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That awkward moment when you tell all your workmates you’re a Christian.

Me & My Club ManagerLast night I was awarded the ‘Virgin Activist’ (previously named ‘Club Super Star’) for the first quarter at work. I think this is equivalent to the ‘Employee of the Month Award’ but it’s awarded every quarter at work. I love my job. And it’s been such a blessing after years of trying to find a workplace that will take me for who I am.

And I kinda knew I was in the running for the award when I’d received so much praise from the managers (we call them HODs = Head of Department). And I was convicted, since I’d been avoiding telling everyone what I actually do on a Sunday morning, that I should use that opportunity for the glory of Christ. In a way, it kinda felt like I was ‘coming out of the closet.’

So, I was finally called up there to receive the plaque. And with my eyes downcast for the entire time (Someone called out “speech!”), I spoke:

Thanks.

I am subject to your mercy when I screw up.

I guess I work hard because I follow Jesus, and because he’s my greater boss, I work even when no one’s looking.

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“Humbled.”

was the response I got after I asked a client at my gym how he felt about that exercise.

I find is so incredible that we can be so aware of the things that humble us and not so much so of the things that puff us up and make us behave as if we’re better than everyone else. But even more incredible is that it’s the things that humble us that can make us feel the most incredible.

Humility’s a subject that I seem to have made a hobby of studying over the past few years. I’ve enjoyed reading John Dickson’s ‘Humilitas: The Lost Key to Life, Love and Leadership and C. J. Mahaney’s ‘Humility: True Greatness’. But I think the most significant insights I’ve made on the subject have been through listening to Tim Keller’s sermons, particularly ‘The Sickness Unto Death’. In it Keller reveals how much we need God’s praise, and that all alternatives to God’s praise will ultimately fail. But more importantly, it is because in Jesus God brought his punishment so that we could get his praise that we truly humbled (and truly exalted at the same time).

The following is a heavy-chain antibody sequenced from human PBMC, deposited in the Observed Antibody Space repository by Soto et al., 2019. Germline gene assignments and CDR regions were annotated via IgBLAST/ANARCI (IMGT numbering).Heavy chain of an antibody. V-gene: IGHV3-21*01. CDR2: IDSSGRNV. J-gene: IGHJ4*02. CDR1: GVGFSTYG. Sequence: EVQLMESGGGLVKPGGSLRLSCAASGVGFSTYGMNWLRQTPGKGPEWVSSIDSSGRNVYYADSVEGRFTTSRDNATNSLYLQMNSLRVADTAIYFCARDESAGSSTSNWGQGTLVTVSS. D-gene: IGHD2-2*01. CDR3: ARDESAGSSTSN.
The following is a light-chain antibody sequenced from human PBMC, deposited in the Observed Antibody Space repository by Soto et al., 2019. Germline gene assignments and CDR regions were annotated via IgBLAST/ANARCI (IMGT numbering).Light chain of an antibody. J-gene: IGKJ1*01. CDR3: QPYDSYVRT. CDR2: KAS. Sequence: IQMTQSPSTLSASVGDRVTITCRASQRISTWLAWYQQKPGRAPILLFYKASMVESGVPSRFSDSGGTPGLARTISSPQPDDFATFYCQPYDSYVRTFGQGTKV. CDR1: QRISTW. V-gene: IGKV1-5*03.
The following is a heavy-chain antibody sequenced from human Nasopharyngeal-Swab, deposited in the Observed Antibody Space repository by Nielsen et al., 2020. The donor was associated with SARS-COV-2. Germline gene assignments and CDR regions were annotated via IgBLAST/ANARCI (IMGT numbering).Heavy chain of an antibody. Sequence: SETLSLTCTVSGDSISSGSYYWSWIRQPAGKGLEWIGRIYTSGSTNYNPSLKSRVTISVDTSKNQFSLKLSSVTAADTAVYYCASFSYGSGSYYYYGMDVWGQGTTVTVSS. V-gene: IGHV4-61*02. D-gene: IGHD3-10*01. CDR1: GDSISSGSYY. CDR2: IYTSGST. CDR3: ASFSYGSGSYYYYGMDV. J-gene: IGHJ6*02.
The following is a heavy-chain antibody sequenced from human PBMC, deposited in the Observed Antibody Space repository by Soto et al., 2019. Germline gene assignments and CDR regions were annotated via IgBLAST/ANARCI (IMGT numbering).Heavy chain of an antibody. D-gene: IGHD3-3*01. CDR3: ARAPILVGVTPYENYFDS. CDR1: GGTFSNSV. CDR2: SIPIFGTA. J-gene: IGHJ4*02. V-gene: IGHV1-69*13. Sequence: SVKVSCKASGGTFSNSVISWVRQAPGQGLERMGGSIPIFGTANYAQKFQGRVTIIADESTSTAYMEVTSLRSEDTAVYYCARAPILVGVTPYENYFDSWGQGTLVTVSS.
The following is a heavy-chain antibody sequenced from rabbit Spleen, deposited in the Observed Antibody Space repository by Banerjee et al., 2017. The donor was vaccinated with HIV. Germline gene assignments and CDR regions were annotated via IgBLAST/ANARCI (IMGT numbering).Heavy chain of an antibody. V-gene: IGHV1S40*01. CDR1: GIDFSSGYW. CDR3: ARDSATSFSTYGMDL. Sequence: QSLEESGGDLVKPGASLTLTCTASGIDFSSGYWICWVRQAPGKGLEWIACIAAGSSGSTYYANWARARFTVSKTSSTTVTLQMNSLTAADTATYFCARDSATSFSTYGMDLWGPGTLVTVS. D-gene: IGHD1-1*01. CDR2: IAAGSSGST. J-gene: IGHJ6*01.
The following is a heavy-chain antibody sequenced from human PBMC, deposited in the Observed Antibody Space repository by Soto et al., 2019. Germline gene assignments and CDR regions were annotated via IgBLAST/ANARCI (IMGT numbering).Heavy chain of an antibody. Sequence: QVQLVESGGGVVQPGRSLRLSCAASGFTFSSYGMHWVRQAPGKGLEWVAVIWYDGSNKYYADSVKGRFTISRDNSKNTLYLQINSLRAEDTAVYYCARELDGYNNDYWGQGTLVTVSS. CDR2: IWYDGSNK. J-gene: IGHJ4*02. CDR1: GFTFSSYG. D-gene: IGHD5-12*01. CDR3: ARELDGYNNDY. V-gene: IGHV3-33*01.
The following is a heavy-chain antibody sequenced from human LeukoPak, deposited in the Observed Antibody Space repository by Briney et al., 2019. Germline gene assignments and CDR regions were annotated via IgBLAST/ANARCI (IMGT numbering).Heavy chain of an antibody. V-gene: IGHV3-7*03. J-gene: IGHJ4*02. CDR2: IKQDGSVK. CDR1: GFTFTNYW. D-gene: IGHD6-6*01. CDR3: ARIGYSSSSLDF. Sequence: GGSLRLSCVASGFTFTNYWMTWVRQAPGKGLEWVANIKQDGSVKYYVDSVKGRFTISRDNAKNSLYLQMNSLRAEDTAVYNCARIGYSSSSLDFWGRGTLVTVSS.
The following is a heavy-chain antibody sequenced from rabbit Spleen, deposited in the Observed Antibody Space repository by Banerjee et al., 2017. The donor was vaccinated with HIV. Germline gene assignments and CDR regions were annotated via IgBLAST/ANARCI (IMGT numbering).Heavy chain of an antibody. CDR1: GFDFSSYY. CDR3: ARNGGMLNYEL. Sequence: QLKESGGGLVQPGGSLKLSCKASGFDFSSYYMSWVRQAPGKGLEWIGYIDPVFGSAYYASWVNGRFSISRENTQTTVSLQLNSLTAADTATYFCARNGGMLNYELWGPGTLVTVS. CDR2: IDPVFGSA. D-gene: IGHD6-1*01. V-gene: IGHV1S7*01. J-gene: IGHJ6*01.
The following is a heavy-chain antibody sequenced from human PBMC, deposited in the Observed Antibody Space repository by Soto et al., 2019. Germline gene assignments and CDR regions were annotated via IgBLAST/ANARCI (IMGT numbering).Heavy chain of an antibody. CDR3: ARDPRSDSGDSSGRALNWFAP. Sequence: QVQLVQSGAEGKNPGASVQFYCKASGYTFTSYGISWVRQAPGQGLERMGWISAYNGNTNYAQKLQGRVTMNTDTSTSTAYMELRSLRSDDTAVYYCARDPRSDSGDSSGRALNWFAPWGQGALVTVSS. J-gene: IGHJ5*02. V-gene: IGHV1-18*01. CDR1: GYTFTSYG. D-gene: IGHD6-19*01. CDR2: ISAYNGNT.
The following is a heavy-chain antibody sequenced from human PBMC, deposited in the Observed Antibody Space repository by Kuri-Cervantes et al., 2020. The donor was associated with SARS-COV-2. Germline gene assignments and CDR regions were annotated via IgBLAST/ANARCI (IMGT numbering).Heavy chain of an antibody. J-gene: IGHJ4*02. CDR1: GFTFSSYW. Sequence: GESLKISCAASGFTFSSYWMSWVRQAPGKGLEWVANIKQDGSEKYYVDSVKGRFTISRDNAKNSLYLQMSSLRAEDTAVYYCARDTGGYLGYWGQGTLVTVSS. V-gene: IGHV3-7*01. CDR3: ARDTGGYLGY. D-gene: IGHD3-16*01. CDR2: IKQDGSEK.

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NTE 2010 Mission @ Glenquarie Anglican Church (Reflections)

“Don’t you have a saying, ‘It’s still four months until harvest’?
I tell you, open your eyes and look at the fields! They are ripe for harvest.”

John 4.35

I’ve had quite a few blogs lined up but hadn’t found the time nor the drive to blog them. But before I resume my regular blogging schedule, I would like to share some thoughts that I’ve had in light of the National Training Event (NTE) Mission I was partnered up with about a week back.

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Bible Bites (Job): If I was a rich man…

Previous Post: B’reshiyth בְּרֵאשִׁית

SIDE NOTE: I’ve been behind on my reading, which is to say, I haven’t done any reading that I had intended to. It’s not that I feel as if I’ve disappointed my rabid readers *cough*. But I feel like I’ve lost the flow I had intended for this blog and backtracking makes me feel cluttered (which is what I’ve tried to avoid by not having a lot of Widgets). It’s one of those things where I wish I could turn back time or slow down time enough so I could catch up. For, you see, before writing this post I had intended to have read

  1. God’s Undertaker (2007) by John Lennox – which I was foolish enough to procrastinate from buying at my church’s bookstall. Now only Koorong is selling it for under $10 and I haven’t been bothered to travel all the way up there myself. In fact, never have I ever been to Koorong (is usually my first response in that game).
  2. Paradise Lost (1647) by John Milton – which I could have found online but I had wanted to read God’s Undertaker before tackling this beast.

I guess I could set the Publish Date for the subsequent posts to days before this one but that would be cheating, not to mention confusing for you two readers. To fill in my own blank, I would say that if I was a rich man I would probably buy lots and lots of books (and DVDs) so that I would not have the problem of being behind.

Getting to the real blogging at hand, my last post left off with the people of the world scattered and no longer united by language as a result of God’s judgment on the people of Babel. Somewhere around this time, we find a rich man living in the land of Uz. I’m not entirely sure if this land was owned by the descendant of Noah through Shem (Gen 10.23), but it would add some cred to my Bible reading plan if it was 🙂

This man’s name was Job (Hebrew: אִיוֹב‎ ʾ iyov). It’s pronounced like joe-b, and NOT like the word for your occupation. And it seems like he wasn’t a descendant of Abram (I guess he could be considered a Gentile) yet he was faithful to God. He was just that good. And I know the Bible says that no one is good (Romans 3.12 and even Job 15.14) but Job comes very close, even to the extent that he would pre-emptively offer sacrifices as a precaution for the sins of his sons [1.5]. He was at least wise in his wealth.
He was both righteous AND rich.

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